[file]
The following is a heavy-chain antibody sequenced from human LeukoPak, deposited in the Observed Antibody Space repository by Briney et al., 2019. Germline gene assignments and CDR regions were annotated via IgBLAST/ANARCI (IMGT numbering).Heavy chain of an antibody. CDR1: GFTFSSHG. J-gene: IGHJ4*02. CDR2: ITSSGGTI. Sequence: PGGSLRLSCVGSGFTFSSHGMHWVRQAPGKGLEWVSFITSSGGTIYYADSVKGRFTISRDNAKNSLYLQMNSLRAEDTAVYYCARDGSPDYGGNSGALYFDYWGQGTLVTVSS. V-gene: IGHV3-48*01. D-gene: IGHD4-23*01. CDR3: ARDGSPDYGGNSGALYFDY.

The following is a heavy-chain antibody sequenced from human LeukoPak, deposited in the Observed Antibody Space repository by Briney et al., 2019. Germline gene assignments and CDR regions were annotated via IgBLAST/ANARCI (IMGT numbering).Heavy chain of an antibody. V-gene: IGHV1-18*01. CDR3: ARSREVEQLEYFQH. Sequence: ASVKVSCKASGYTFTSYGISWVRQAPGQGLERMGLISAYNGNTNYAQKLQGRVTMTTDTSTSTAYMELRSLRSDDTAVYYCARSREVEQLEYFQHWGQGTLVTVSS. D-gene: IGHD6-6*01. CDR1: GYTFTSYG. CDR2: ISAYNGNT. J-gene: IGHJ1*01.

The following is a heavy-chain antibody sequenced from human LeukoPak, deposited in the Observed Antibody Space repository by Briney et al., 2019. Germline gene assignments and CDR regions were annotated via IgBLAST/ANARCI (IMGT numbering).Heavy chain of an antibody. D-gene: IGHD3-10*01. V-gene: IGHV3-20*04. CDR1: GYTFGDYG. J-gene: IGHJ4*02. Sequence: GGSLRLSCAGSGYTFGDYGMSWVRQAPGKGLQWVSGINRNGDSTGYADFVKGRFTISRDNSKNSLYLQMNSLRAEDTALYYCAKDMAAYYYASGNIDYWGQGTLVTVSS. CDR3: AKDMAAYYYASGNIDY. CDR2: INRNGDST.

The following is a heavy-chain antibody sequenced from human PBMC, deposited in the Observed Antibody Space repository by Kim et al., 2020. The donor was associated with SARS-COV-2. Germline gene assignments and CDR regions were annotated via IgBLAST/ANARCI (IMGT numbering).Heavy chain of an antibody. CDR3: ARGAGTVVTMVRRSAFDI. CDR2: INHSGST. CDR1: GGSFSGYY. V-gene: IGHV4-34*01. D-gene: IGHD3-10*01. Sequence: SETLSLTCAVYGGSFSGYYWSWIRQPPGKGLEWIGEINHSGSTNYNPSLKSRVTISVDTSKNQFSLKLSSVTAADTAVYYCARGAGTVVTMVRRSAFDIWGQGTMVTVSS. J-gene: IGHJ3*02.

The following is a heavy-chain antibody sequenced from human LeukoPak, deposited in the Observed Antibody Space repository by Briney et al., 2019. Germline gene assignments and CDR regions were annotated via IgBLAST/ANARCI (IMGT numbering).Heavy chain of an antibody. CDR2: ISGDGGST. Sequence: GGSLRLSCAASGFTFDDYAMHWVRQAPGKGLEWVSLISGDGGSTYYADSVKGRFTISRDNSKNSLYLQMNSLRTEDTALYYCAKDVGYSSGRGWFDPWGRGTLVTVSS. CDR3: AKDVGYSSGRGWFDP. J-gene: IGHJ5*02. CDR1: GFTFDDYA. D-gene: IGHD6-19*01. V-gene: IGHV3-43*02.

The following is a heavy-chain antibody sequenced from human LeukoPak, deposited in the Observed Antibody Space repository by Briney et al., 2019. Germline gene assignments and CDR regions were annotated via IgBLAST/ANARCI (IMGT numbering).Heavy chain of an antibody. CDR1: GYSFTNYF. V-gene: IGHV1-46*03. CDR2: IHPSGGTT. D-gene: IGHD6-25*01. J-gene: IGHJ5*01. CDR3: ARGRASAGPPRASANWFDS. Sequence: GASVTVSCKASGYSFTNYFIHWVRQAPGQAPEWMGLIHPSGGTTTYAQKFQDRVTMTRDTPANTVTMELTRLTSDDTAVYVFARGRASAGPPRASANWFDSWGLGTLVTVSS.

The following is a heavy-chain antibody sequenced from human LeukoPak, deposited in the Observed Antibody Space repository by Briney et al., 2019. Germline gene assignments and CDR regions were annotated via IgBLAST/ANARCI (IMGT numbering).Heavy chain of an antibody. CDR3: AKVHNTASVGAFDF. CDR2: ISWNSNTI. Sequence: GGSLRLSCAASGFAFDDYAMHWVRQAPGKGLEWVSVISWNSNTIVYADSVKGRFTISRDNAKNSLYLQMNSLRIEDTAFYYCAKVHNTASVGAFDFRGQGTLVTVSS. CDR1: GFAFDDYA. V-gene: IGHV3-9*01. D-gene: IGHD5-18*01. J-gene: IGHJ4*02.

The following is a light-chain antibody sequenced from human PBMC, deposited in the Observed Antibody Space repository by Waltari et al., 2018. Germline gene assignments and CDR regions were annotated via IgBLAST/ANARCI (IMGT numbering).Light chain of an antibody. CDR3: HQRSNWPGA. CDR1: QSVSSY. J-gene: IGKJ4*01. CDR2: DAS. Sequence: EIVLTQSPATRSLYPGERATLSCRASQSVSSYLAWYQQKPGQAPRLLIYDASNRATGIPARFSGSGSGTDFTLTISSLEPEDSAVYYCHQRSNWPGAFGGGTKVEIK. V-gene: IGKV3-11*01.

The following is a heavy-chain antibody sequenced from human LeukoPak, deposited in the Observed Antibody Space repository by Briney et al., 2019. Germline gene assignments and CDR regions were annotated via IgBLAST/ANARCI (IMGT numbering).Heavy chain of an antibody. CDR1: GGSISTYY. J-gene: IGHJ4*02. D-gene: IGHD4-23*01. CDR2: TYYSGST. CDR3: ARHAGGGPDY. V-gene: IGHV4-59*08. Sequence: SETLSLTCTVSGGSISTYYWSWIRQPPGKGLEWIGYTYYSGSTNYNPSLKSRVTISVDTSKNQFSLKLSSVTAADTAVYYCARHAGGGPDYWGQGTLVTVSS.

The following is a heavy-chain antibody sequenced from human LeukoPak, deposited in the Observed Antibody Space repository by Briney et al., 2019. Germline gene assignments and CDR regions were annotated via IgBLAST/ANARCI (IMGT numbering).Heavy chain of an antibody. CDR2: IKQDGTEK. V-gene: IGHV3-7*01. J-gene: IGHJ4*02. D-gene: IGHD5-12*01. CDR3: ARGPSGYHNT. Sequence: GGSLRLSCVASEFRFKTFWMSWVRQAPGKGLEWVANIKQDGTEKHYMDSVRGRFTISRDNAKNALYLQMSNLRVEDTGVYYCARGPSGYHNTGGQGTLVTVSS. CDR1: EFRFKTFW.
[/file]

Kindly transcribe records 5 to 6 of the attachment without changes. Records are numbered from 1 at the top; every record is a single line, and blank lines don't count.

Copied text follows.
The following is a heavy-chain antibody sequenced from human LeukoPak, deposited in the Observed Antibody Space repository by Briney et al., 2019. Germline gene assignments and CDR regions were annotated via IgBLAST/ANARCI (IMGT numbering).Heavy chain of an antibody. CDR2: ISGDGGST. Sequence: GGSLRLSCAASGFTFDDYAMHWVRQAPGKGLEWVSLISGDGGSTYYADSVKGRFTISRDNSKNSLYLQMNSLRTEDTALYYCAKDVGYSSGRGWFDPWGRGTLVTVSS. CDR3: AKDVGYSSGRGWFDP. J-gene: IGHJ5*02. CDR1: GFTFDDYA. D-gene: IGHD6-19*01. V-gene: IGHV3-43*02.

The following is a heavy-chain antibody sequenced from human LeukoPak, deposited in the Observed Antibody Space repository by Briney et al., 2019. Germline gene assignments and CDR regions were annotated via IgBLAST/ANARCI (IMGT numbering).Heavy chain of an antibody. CDR1: GYSFTNYF. V-gene: IGHV1-46*03. CDR2: IHPSGGTT. D-gene: IGHD6-25*01. J-gene: IGHJ5*01. CDR3: ARGRASAGPPRASANWFDS. Sequence: GASVTVSCKASGYSFTNYFIHWVRQAPGQAPEWMGLIHPSGGTTTYAQKFQDRVTMTRDTPANTVTMELTRLTSDDTAVYVFARGRASAGPPRASANWFDSWGLGTLVTVSS.